Painful Truth: History made by pigs and potatoes

A war almost started not far from here, thanks to the shooting of an errant hog.

One of the most popular genres of science fiction is the alternate history story.

What if Napoleon won at Waterloo? What if the South won the U.S. Civil War? What if the Spanish Armada had invaded Elizabethan England?

From those questions, the authors spin out tales where the Roman Empire still rules or a steam-driven British Empire straddles the 21st century globe.

The more I learn about real history, the less I feel the need for the alternative variety.

Consider the history of British Columbia alone.

Did you know we almost went to war with the U.S. over a single pig in the Gulf Islands?

Back in 1859, when Canada was but a drunken gleam in John A. Macdonald’s eye, Great Britain controlled the colony of British Columbia, and the United States controlled what was then known as the “Oregon Country,” including modern Washington State.

What wasn’t clear was exactly who owned all those fiddly little islands between the mainland and Vancouver Island.

No one had drawn a line yet snaking between Saltspring and Saturna, Orcas Island and San Juan.

But settlers turned up. Instead of aging hippies in Volkswagen vans and retired dentists building summer homes, back then it was mostly farmers.

On San Juan Island, American farmer Lyman Cutlar shot a pig he found eating his potatoes. Said pig belonged to Hudson’s Bay Company worker and British subject Charles Griffin.

Griffin and Cutlar had words. The Brits threatened to arrest Cutlar. Cutlar called in the U.S. military, because why not escalate a situation involving a dead pig and some lost spuds?

U.S. soldiers arrived on San Juan. Vancouver Island’s colonial governor, James Douglas, sent in the Royal Navy. (A local admiral wisely refused to get into a shooting war over a pig.)

Both sides eventually jointly occupied the island, and despite some shouted insults, no one ever fired a shot. For a dozen years, the biggest military conflicts were the annual athletic competitions in which the Brits and Yanks competed with one another.

Eventually, in 1872, an international tribunal drew the border, and San Juan was officially American.

That’s just our local history, real and set down in the maps. It’s not even nearly as odd as the tale of the stranded Japanese samurai who wound up as mercenaries in colonial Mexico – maybe next time for that tale.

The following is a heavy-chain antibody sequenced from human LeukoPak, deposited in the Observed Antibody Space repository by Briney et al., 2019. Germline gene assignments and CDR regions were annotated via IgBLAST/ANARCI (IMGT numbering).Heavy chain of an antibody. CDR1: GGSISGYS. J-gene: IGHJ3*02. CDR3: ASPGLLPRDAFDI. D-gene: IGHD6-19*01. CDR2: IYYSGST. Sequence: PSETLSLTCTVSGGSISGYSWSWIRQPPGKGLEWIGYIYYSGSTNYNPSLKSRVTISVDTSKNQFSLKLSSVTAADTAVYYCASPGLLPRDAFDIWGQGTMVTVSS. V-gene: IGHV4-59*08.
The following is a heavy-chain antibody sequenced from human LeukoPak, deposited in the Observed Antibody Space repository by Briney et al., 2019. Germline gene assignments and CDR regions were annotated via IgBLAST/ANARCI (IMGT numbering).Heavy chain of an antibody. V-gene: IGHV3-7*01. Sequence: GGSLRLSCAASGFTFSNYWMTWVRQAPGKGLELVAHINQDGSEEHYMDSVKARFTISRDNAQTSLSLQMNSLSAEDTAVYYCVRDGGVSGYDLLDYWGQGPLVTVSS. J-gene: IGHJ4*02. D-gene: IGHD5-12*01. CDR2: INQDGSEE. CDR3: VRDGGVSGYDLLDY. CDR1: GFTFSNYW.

Just Posted

Abbotsford goes up 2-0 on Langley

Pilots win both games on home ice, series now shifts to Langley

Kodiaks begin best-of-seven series strong

The Kodiaks opened their quarter-final playoff series by defeating the Delta Ice Hawks on home ice.

Heritage proposal for Aldergrove fire hall at a ‘standstill’

The Alder Grove Heritage Society faces a delay in knowing the fate of the fire hall due to tenants slated to live in the building until 2020.

VIDEO: Langley hosting high-flying fun at annual gymnastics tournament

Action runs Friday through Sunday at the Langley Events Centre fieldhouse.

BREAKING: Plecas won’t run in next election if legislature oversight reforms pass

B.C. Speaker and Abbotsford South MLA says he feels ‘great sympathy’ for Jody Wilson-Raybould

VIDEO: Langley hosting high-flying fun at annual gymnastics tournament

Action runs Friday through Sunday at the Langley Events Centre fieldhouse.

Ammonia leak shuts down curling club in Nelson

It’s not yet clear when the leak was detected

Pavelski’s 31st goal helps Sharks top Canucks 3-2

Vancouver one point out of second NHL wild-card spot

Stabbing at Lower Mainland banquet hall sends man to hospital

RCMP says victim has ‘non-life threatening’ injuries, incident still under investigation

Eight cases of measles confirmed in Vancouver outbreak

Coastal Health official say the cases stem from the French-language Ecole Jules Verne Secondary

Ontario police field complaints over Amber Alert for missing girl, 11, found dead

Some said the Amber Alert issued late Thursday for Riya Rajkumar disrupted their sleep

Former B.C. premier Gordon Campbell accused of sexual touching

Accuser went to police, interviewed by Britian’s Daily Telegraph

B.C. couple attacked with acid, slashed with knife in Vietnam

Warning, graphic images: Man has burns on 80 per cent of his body, slashed with knife

Northern B.C. First Nation clan says ancient tools found at pipeline work site

Archeologists from the Smithsonian Institute estimate one of the stones found dates back up to 3500 years

Most Read